Huawei Chief Slams US Carriers After Collapse of AT&T Deal

LAS VEGAS—The end of a rumored deal to sell Huawei phones through AT&T doesn't just hurt the Chinese company's plans for the US market. It also hurts consumers, Huawei said Tuesday.

"I think it's quite a big loss for us and also for the carriers, but it's more of a big loss for consumers," Richard Yu, chief of Huawei's consumer business group, said during a CES keynote.

Originally, Yu was expected to announce the AT&T deal at CES, but it collapsed a day before his scheduled speech. No one has officially said why AT&T walked away from the partnership, but US lawmakers reportedly have security concerns with Huawei selling a consumer product through a major US mobile carrier. In 2012, a congressional committee declared the company a security threat over its alleged ties with the Chinese government.

Yu said his company's smartphone, the Mate 10 Pro, will still be coming to the US, but only as an unlocked device sold through retailers such as Best Buy and Amazon.

That doesn't bode well for the company's US prospects. Yu said 90 percent of all smartphones in the country are sold through telecommunication carriers. As a result, with the collapse of the AT&T deal, US customers will have less choice when it comes to buying their next handset, Yu said.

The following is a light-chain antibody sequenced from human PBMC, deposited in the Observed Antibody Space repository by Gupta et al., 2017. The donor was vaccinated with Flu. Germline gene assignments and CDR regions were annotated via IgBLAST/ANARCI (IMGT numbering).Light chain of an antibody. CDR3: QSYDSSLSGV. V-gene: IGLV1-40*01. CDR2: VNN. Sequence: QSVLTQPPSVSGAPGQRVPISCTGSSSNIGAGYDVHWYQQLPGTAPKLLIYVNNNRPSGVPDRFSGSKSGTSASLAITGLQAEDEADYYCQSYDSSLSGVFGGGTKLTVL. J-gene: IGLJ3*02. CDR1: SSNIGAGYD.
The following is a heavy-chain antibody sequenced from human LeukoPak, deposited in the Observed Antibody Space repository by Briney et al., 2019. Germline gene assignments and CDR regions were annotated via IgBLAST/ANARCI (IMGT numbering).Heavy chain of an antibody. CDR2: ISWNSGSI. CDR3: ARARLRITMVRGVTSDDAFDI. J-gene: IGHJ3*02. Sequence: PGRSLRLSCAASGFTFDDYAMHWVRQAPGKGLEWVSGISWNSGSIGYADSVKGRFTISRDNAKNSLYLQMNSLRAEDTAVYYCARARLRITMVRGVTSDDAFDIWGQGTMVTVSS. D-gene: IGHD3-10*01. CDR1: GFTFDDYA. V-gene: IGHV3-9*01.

Customers in other developed countries trust the company's products, he added. Last year, Huawei sold 153 million smartphones.

During his speech, Yu played a 4-minute video of European customers expressing how satisfied they were with their Huawei phones. He also mentioned his company is following the best security and privacy practices, and that the phones themselves use Google's Android OS.

Despite the setback with AT&T, Yu signaled that he's confident US carriers will sell his company's phones one day. "I do believe that all consumers will select Huawei. Carriers will select Huawei. They need Huawei," he added. "Huawei can bring more value to them."

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